Transcriptome analysis reveals a positive role for nerve growth factor in retinol metabolism in primary rat hepatocytes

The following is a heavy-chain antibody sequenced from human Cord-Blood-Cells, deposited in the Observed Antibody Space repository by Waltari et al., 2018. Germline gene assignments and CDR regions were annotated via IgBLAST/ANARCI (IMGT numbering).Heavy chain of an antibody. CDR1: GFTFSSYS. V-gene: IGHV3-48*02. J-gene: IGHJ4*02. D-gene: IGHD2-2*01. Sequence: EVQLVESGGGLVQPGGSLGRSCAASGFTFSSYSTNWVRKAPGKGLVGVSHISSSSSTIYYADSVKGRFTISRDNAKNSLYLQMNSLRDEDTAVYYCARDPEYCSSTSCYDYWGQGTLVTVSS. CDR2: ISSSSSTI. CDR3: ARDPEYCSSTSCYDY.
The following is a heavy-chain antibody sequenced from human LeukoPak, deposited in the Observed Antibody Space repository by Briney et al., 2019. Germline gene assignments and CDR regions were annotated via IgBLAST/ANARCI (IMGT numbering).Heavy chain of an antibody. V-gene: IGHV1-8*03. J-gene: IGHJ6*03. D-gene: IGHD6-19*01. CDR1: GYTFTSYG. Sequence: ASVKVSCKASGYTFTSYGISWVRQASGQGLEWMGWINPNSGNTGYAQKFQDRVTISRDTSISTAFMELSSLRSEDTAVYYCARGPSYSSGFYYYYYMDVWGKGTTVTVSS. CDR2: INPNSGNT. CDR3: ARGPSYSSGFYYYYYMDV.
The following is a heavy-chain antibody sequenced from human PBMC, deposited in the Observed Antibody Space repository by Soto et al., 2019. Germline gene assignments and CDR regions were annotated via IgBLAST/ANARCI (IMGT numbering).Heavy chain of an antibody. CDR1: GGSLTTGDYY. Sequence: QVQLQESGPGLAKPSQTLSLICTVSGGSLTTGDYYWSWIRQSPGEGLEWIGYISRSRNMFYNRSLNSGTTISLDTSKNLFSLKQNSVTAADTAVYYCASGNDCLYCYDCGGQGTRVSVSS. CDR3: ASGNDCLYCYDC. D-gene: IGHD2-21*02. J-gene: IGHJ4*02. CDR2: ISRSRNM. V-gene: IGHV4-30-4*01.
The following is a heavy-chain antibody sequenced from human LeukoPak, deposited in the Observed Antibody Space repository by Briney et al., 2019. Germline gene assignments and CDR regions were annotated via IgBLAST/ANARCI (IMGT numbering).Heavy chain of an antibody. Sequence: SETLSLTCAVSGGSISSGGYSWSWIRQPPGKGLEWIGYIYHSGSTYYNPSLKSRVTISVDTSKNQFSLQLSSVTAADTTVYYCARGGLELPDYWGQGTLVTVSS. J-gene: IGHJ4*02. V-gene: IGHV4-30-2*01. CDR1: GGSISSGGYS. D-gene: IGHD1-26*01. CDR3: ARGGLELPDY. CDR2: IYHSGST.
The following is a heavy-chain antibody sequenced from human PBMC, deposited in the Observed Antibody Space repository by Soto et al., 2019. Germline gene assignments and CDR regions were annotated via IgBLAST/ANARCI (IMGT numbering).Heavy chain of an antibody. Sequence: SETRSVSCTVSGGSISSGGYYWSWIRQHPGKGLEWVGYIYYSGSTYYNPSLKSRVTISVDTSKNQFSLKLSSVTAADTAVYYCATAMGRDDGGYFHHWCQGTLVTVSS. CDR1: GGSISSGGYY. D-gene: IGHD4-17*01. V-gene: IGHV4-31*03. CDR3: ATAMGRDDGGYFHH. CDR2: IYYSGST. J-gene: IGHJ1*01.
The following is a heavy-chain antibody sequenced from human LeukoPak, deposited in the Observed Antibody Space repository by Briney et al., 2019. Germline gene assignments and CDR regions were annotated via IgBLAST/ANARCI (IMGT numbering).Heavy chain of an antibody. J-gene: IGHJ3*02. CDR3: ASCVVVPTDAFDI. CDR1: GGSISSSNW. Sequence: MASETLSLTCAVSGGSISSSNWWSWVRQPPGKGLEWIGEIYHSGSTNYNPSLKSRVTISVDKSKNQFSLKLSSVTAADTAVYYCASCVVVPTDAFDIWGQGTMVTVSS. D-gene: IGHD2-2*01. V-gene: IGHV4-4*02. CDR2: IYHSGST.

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HighlightsTranscriptome reveals NGF increased 10 genes and decreased 23 genes in hepatocytes.NGF triggered de novo synthesis of RDH16 and affected retinol metabolism pathway.NGF treatment also enhanced RDH16 expression in cholestatic mouse livers.NGF-upregulated RDH16 expression in hepatocytes via an NF-κB-dependent pathway.Up-regulation of nerve growth factor (NGF) in parenchymal hepatocytes with cholestatic injury has been previously demonstrated to exert hepatoprotective effects in an autocrine manner; however, the overall impact of NGF up-regulation remains elusive. This study aimed to profile the effects of exogenous NGF on cultured primary rat hepatocytes using transcriptome analysis. Total RNA was isolated from hepatocytes with and without 24 h of NGF exposure, and subjected to RNA enrichment by PCR and RNA sequencing procedures. Comparison of transcriptome profiles between control and NGF-stimulated hepatocytes demonstrated that NGF significantly up-regulated 10 genes and down-regulated 23 genes in hepatocytes. Subsequent KEGG pathway enrichment analysis indicated that NGF significantly affected the retinol metabolism pathway via increased retinol dehydrogenase 16 (RDH16) expression. In a mouse model of bile duct ligation-induced cholestatic liver injury, NGF supplementation significantly enhanced RDH16 expression, whereas administration of anti-NGF neutralizing antibodies prominently decreased RDH16 expression in cholestatic livers, supporting the positive role of NGF in the regulation of RDH16 in diseased livers. In vitro study further demonstrated that NGF triggered de novo synthesis of RDH16 in primary rat hepatocytes, mainly through an NF-κB signaling pathway. In conclusion, this study demonstrates the up-regulation of RDH16 by NGF in cultured rat hepatocytes and mouse cholestatic livers, and provides novel insights on the mechanistic role of NGF in the retinol metabolism of livers.

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